As a first step toward automatic phonetic analysis of speech, one desires to segment the signal into syllable‐sized units. Experiments were conducted in automatic segmentation techniques for continuous, reading‐rate speech to derive such units. A new segmentation algorithm is described that allows assessment of the significance of a loudness minimum to be a potential syllabic boundary from the difference between the convex hull of the loudness function and the loudness function itself. Tested on roughly 400 syllables of continuous text, the algorithm results in 6.9% syllables missed and 2.6% extra syllables relative to a nominal, slow‐speech syllable count. It is suggested that inclusion of alternative fluent‐form syllabifications for multisyllabic words and the use of phonological rules for predicting syllabic contractions can further improve agreement between predicted and experimental syllable counts.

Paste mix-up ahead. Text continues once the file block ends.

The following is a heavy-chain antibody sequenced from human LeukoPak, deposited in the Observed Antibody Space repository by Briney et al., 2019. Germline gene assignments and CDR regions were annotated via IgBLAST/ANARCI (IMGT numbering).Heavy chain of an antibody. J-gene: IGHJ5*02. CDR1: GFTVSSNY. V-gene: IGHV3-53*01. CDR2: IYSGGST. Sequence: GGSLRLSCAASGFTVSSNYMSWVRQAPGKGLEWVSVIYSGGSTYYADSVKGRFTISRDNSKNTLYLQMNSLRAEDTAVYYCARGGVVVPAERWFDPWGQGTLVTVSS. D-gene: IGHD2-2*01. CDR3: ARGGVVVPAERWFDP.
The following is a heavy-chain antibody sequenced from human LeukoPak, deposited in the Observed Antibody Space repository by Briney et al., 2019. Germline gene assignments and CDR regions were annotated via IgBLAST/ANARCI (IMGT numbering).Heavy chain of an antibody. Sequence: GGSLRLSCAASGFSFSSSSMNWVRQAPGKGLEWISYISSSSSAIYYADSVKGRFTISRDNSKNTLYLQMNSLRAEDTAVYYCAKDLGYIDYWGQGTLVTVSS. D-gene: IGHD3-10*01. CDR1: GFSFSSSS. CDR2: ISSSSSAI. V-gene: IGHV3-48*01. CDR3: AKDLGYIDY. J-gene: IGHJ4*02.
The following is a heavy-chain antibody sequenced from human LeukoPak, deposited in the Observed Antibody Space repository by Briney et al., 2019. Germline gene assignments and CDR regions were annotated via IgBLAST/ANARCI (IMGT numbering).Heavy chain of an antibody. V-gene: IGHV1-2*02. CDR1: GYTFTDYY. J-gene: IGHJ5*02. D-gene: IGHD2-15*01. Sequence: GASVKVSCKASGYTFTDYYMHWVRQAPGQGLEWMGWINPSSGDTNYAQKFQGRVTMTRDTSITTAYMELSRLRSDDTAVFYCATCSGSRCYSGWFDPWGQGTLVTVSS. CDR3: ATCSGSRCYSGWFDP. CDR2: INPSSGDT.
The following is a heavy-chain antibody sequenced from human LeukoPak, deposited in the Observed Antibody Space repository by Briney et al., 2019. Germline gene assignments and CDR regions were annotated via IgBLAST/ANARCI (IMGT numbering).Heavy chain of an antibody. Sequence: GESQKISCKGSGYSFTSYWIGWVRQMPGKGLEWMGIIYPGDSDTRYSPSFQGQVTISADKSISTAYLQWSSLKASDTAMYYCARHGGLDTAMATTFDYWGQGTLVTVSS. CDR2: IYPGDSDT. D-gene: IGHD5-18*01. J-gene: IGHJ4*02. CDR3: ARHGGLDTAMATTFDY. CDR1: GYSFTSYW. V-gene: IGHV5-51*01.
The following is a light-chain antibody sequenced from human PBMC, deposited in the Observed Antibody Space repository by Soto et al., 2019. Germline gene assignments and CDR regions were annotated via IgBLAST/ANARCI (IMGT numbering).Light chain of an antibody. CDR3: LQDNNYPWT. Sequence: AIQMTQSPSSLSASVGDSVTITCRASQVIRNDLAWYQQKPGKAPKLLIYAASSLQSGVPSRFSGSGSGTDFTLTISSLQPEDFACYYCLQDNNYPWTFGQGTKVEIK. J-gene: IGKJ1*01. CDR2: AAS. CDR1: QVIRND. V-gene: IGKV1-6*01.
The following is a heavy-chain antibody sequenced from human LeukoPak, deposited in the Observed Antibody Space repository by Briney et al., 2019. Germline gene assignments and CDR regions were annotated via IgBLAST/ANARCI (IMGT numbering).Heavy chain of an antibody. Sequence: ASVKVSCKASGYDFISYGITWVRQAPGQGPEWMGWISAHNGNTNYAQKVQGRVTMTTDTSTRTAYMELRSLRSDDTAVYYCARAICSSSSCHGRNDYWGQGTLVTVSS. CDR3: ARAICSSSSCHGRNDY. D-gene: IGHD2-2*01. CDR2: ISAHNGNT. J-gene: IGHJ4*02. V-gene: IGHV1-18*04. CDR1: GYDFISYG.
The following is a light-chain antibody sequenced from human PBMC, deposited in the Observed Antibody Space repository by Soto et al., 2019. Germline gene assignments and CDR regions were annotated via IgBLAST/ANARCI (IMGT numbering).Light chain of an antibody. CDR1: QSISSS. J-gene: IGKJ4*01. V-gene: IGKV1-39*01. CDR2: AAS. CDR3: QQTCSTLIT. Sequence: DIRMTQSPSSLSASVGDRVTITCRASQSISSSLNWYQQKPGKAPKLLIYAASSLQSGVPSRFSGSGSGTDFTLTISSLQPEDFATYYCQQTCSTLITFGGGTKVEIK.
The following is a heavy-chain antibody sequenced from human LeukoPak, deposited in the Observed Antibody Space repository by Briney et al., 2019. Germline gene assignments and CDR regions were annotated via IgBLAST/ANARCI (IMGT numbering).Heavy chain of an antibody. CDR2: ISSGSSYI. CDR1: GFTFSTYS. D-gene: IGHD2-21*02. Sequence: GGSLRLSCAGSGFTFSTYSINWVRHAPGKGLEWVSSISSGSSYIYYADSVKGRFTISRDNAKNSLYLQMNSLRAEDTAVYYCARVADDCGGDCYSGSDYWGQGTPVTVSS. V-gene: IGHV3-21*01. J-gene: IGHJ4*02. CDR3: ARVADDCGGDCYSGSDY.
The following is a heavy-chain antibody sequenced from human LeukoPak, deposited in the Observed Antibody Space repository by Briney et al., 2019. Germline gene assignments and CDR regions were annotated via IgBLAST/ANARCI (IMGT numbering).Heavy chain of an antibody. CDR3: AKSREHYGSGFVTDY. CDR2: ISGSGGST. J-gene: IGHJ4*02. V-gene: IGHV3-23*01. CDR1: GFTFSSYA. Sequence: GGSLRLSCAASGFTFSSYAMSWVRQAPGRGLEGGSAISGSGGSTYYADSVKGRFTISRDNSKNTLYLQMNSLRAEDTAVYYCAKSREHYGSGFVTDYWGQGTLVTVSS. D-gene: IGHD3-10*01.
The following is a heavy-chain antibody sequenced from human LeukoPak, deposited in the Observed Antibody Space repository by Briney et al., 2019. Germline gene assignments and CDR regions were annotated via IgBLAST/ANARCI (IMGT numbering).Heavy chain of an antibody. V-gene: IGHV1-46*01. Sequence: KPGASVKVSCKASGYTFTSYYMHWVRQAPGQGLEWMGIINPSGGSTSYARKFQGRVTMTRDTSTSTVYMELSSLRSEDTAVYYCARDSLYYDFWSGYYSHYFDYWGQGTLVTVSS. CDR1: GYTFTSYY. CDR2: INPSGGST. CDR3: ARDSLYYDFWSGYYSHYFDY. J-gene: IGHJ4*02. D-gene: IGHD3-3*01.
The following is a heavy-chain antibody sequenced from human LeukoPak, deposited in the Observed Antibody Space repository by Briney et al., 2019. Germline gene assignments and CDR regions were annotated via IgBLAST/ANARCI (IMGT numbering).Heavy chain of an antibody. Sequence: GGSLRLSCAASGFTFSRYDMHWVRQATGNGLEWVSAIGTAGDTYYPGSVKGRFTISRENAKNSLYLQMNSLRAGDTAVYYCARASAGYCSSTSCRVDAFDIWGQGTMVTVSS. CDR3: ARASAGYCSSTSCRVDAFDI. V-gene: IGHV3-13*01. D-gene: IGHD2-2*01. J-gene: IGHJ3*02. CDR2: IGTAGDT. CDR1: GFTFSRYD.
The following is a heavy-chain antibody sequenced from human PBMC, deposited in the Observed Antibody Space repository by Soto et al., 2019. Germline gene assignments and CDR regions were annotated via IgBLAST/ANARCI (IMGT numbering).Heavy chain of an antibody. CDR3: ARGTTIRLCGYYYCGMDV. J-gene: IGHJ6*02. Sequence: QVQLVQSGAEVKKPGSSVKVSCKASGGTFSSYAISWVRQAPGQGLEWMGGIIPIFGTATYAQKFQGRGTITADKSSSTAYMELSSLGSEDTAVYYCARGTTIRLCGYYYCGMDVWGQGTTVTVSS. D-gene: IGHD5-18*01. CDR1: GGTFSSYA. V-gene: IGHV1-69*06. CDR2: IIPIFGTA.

Subject Classification: 70.40, 70.60.

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